Whether I’m talking to emerging federal leaders or executives, I hear more questions about time management than any other topic. Leaders at all levels are feeling the pressure about how to get their work done and deliver vital services to the American public, particularly with sequestration and the possibility of furloughs.
Leadership books like Stephen Covey’s “The 7 Habits of Highly Effective People,” David Allen’s “Getting Things Done,” Scott Belsky’s “Making Ideas Happen” and Robert Pozen’s “Extreme Productivity: Boost Your Results, Reduce Your Hours” have a wealth of advice on setting priorities and time management. But some of the best management techniques may come from someone you already know and admire. The breakthrough for me came after talking with a highly productive executive assistant who shared her secrets for managing a CEO’s calendar.
To help get you started, here are a few of the techniques that I share with leaders.
Set goals every week, every day. This may sound daunting, but it really works. At the beginning of each week, identify the three things you absolutely need to get done. Jot down your goals and post them by your computer or on your wall to serve as a reminder. Then each morning before you open and respond to emails, set your goals for the day. Finally at the end of the week take time to double check that you have achieved the goals you established on Monday. Consider keeping an ongoing list of your goals. After just a few weeks, it’s likely you’ll have an impressive list of accomplishments.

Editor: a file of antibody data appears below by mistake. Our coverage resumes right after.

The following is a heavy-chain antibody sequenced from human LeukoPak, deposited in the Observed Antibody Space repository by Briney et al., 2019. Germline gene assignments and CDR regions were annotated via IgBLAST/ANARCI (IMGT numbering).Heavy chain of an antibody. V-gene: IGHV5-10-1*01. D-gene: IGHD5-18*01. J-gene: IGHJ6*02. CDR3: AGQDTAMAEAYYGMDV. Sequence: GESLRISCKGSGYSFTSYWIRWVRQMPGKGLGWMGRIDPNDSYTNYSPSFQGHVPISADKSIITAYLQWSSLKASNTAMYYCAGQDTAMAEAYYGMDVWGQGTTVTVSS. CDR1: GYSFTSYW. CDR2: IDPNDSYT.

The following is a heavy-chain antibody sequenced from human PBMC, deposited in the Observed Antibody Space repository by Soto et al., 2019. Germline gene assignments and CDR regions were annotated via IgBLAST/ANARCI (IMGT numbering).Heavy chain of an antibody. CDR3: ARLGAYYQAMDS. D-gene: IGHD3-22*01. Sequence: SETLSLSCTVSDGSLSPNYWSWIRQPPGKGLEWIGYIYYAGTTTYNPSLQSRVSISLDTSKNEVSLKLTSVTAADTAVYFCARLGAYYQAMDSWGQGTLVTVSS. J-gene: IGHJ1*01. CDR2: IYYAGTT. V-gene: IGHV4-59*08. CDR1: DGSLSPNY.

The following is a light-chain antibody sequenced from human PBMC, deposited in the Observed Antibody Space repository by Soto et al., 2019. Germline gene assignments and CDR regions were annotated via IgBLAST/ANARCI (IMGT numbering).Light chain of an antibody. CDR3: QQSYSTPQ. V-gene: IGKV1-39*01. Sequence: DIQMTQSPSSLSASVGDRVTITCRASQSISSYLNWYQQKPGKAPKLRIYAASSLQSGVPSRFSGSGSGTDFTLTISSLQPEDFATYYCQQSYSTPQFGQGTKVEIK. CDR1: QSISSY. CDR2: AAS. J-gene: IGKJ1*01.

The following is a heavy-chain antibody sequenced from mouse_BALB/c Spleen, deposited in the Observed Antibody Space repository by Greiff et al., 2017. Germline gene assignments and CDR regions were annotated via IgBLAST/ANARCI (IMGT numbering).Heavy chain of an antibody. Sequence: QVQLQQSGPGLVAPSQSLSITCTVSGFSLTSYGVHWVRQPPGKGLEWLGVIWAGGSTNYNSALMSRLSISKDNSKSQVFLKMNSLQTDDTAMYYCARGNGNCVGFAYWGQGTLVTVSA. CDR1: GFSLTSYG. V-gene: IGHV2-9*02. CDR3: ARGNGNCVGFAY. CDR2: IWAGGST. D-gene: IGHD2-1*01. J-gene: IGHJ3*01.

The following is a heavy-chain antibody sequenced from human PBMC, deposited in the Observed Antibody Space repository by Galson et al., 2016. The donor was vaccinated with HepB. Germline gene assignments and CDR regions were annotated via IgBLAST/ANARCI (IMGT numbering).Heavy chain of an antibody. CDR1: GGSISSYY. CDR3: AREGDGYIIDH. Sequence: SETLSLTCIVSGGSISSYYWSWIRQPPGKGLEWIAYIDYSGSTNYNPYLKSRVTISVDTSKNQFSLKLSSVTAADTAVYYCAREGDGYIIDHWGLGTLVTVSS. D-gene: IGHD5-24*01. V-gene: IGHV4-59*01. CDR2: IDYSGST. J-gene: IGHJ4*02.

Schedule for your priorities. Once you’ve set your weekly goals, use those priorities as a starting point for your schedule. I recommend dedicating at least a third of your time against your priorities. If your schedule fails the one-third test, look for meetings you can reschedule so you can stay focused on your priorities. As new issues emerge during the week, use your goals as a sorting tool to determine whether you need to accept every invitation you receive. Just because you’re invited doesn’t mean you have to attend every meeting. Just be certain to give those inviting you a reason you will not be able to participate.
Keep your inbox clear. Try to build in a few short windows of time each day to clear your inbox — 5, 10 or 15 minutes first thing in the morning and again at the end of the day. There are two additional techniques I find especially useful. The first, David Allen’s two-minute rule that says if an inbox item will take you two minutes or less, just deal with it right now — respond to the message, file it into a folder or share it with another colleague. The second, Robert Pozen’s OHIO rule, only handle it once. Whether it’s a letter, a voicemail or an email, returning to it over and over again is wasting time.
These time-management techniques are just a starting point. Federal managers, what advice do you have for setting priorities and time management? How is sequestration affecting your ability to get your work done? Share your comments below. You can also send an email to firstname.lastname@example.org.
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